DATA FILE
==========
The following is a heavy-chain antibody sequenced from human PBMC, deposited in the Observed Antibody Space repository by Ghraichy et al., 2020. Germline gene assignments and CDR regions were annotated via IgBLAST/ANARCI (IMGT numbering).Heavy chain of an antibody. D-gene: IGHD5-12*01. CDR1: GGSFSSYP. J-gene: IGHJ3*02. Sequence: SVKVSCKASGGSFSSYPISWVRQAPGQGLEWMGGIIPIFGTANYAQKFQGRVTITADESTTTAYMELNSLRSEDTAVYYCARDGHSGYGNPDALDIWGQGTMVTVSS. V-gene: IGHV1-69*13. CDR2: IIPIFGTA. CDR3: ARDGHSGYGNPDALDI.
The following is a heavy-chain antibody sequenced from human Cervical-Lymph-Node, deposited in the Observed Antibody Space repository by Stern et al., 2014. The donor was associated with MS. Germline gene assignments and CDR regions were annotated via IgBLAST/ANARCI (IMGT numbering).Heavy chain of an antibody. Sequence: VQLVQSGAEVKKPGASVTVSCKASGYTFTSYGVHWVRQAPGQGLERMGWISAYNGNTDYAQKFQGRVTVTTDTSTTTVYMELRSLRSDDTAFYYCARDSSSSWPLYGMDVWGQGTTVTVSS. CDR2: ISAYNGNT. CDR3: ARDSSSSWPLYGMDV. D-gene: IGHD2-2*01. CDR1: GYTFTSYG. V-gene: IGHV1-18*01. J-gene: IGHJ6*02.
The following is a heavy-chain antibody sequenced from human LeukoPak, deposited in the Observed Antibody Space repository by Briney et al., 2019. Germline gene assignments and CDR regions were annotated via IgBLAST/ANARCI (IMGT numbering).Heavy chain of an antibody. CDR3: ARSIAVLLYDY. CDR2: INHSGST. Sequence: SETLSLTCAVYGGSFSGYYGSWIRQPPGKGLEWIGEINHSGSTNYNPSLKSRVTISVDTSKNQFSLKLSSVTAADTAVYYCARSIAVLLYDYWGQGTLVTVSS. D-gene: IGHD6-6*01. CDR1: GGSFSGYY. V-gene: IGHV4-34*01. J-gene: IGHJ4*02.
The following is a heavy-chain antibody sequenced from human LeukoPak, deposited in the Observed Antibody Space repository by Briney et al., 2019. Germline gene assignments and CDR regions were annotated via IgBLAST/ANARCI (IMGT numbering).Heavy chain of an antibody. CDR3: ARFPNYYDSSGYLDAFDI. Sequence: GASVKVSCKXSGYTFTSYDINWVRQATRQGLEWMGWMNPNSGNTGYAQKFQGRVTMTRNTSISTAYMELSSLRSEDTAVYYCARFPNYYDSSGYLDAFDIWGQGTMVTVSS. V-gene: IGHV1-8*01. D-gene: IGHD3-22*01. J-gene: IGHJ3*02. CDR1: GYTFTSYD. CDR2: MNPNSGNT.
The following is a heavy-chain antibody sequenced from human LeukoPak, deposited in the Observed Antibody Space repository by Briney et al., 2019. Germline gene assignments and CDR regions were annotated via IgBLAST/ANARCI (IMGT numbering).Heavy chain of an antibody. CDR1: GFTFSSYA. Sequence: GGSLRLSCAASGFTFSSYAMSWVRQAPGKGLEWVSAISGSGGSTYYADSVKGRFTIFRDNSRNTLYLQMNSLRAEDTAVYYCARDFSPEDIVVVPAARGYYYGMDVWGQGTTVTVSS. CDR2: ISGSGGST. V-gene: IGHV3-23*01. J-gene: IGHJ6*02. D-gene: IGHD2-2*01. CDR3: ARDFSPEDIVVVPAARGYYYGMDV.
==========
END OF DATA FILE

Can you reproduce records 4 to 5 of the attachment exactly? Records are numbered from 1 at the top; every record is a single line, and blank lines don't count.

The following is a heavy-chain antibody sequenced from human LeukoPak, deposited in the Observed Antibody Space repository by Briney et al., 2019. Germline gene assignments and CDR regions were annotated via IgBLAST/ANARCI (IMGT numbering).Heavy chain of an antibody. CDR3: ARFPNYYDSSGYLDAFDI. Sequence: GASVKVSCKXSGYTFTSYDINWVRQATRQGLEWMGWMNPNSGNTGYAQKFQGRVTMTRNTSISTAYMELSSLRSEDTAVYYCARFPNYYDSSGYLDAFDIWGQGTMVTVSS. V-gene: IGHV1-8*01. D-gene: IGHD3-22*01. J-gene: IGHJ3*02. CDR1: GYTFTSYD. CDR2: MNPNSGNT.
The following is a heavy-chain antibody sequenced from human LeukoPak, deposited in the Observed Antibody Space repository by Briney et al., 2019. Germline gene assignments and CDR regions were annotated via IgBLAST/ANARCI (IMGT numbering).Heavy chain of an antibody. CDR1: GFTFSSYA. Sequence: GGSLRLSCAASGFTFSSYAMSWVRQAPGKGLEWVSAISGSGGSTYYADSVKGRFTIFRDNSRNTLYLQMNSLRAEDTAVYYCARDFSPEDIVVVPAARGYYYGMDVWGQGTTVTVSS. CDR2: ISGSGGST. V-gene: IGHV3-23*01. J-gene: IGHJ6*02. D-gene: IGHD2-2*01. CDR3: ARDFSPEDIVVVPAARGYYYGMDV.